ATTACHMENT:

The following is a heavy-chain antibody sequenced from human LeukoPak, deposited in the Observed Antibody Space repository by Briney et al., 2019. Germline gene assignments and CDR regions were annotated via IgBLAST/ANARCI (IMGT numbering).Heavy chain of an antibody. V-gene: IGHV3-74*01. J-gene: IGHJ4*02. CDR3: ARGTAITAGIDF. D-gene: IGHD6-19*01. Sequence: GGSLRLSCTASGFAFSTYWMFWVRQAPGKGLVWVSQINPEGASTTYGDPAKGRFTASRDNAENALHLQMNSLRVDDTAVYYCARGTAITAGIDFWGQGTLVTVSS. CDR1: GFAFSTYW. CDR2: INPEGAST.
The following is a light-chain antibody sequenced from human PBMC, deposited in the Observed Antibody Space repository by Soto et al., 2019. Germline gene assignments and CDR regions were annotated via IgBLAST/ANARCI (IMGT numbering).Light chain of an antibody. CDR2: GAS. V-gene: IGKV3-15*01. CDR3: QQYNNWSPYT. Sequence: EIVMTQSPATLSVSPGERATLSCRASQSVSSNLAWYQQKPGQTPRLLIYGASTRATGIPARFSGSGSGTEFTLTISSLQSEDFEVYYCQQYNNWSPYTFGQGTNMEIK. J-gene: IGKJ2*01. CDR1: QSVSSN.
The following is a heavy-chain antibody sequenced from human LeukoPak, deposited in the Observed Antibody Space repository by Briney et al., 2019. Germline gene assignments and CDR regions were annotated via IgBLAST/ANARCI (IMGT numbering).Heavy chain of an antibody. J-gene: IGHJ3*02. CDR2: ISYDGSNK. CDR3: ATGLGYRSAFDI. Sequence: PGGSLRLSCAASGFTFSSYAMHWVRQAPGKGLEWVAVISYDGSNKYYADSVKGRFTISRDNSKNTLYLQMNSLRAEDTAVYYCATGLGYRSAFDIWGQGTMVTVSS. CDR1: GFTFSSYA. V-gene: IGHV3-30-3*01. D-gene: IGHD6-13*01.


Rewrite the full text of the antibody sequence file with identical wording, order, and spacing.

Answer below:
The following is a heavy-chain antibody sequenced from human LeukoPak, deposited in the Observed Antibody Space repository by Briney et al., 2019. Germline gene assignments and CDR regions were annotated via IgBLAST/ANARCI (IMGT numbering).Heavy chain of an antibody. V-gene: IGHV3-74*01. J-gene: IGHJ4*02. CDR3: ARGTAITAGIDF. D-gene: IGHD6-19*01. Sequence: GGSLRLSCTASGFAFSTYWMFWVRQAPGKGLVWVSQINPEGASTTYGDPAKGRFTASRDNAENALHLQMNSLRVDDTAVYYCARGTAITAGIDFWGQGTLVTVSS. CDR1: GFAFSTYW. CDR2: INPEGAST.
The following is a light-chain antibody sequenced from human PBMC, deposited in the Observed Antibody Space repository by Soto et al., 2019. Germline gene assignments and CDR regions were annotated via IgBLAST/ANARCI (IMGT numbering).Light chain of an antibody. CDR2: GAS. V-gene: IGKV3-15*01. CDR3: QQYNNWSPYT. Sequence: EIVMTQSPATLSVSPGERATLSCRASQSVSSNLAWYQQKPGQTPRLLIYGASTRATGIPARFSGSGSGTEFTLTISSLQSEDFEVYYCQQYNNWSPYTFGQGTNMEIK. J-gene: IGKJ2*01. CDR1: QSVSSN.
The following is a heavy-chain antibody sequenced from human LeukoPak, deposited in the Observed Antibody Space repository by Briney et al., 2019. Germline gene assignments and CDR regions were annotated via IgBLAST/ANARCI (IMGT numbering).Heavy chain of an antibody. J-gene: IGHJ3*02. CDR2: ISYDGSNK. CDR3: ATGLGYRSAFDI. Sequence: PGGSLRLSCAASGFTFSSYAMHWVRQAPGKGLEWVAVISYDGSNKYYADSVKGRFTISRDNSKNTLYLQMNSLRAEDTAVYYCATGLGYRSAFDIWGQGTMVTVSS. CDR1: GFTFSSYA. V-gene: IGHV3-30-3*01. D-gene: IGHD6-13*01.